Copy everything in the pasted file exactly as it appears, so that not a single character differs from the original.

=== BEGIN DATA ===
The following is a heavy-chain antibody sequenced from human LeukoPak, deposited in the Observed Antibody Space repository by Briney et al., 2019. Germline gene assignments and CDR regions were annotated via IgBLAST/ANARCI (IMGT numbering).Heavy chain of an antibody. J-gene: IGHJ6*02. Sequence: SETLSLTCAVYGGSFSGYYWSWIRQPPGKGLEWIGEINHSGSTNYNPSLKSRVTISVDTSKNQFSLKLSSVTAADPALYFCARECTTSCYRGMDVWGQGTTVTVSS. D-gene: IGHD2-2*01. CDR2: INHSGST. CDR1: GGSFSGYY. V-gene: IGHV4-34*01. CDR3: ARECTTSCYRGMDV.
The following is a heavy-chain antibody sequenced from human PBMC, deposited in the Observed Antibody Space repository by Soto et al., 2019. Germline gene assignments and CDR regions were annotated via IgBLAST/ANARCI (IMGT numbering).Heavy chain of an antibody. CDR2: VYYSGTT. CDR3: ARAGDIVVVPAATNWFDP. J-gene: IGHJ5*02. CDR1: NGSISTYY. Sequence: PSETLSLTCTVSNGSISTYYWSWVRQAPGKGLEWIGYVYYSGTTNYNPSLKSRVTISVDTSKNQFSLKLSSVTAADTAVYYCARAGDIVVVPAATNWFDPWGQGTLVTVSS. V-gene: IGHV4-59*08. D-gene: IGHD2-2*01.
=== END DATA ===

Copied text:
The following is a heavy-chain antibody sequenced from human LeukoPak, deposited in the Observed Antibody Space repository by Briney et al., 2019. Germline gene assignments and CDR regions were annotated via IgBLAST/ANARCI (IMGT numbering).Heavy chain of an antibody. J-gene: IGHJ6*02. Sequence: SETLSLTCAVYGGSFSGYYWSWIRQPPGKGLEWIGEINHSGSTNYNPSLKSRVTISVDTSKNQFSLKLSSVTAADPALYFCARECTTSCYRGMDVWGQGTTVTVSS. D-gene: IGHD2-2*01. CDR2: INHSGST. CDR1: GGSFSGYY. V-gene: IGHV4-34*01. CDR3: ARECTTSCYRGMDV.
The following is a heavy-chain antibody sequenced from human PBMC, deposited in the Observed Antibody Space repository by Soto et al., 2019. Germline gene assignments and CDR regions were annotated via IgBLAST/ANARCI (IMGT numbering).Heavy chain of an antibody. CDR2: VYYSGTT. CDR3: ARAGDIVVVPAATNWFDP. J-gene: IGHJ5*02. CDR1: NGSISTYY. Sequence: PSETLSLTCTVSNGSISTYYWSWVRQAPGKGLEWIGYVYYSGTTNYNPSLKSRVTISVDTSKNQFSLKLSSVTAADTAVYYCARAGDIVVVPAATNWFDPWGQGTLVTVSS. V-gene: IGHV4-59*08. D-gene: IGHD2-2*01.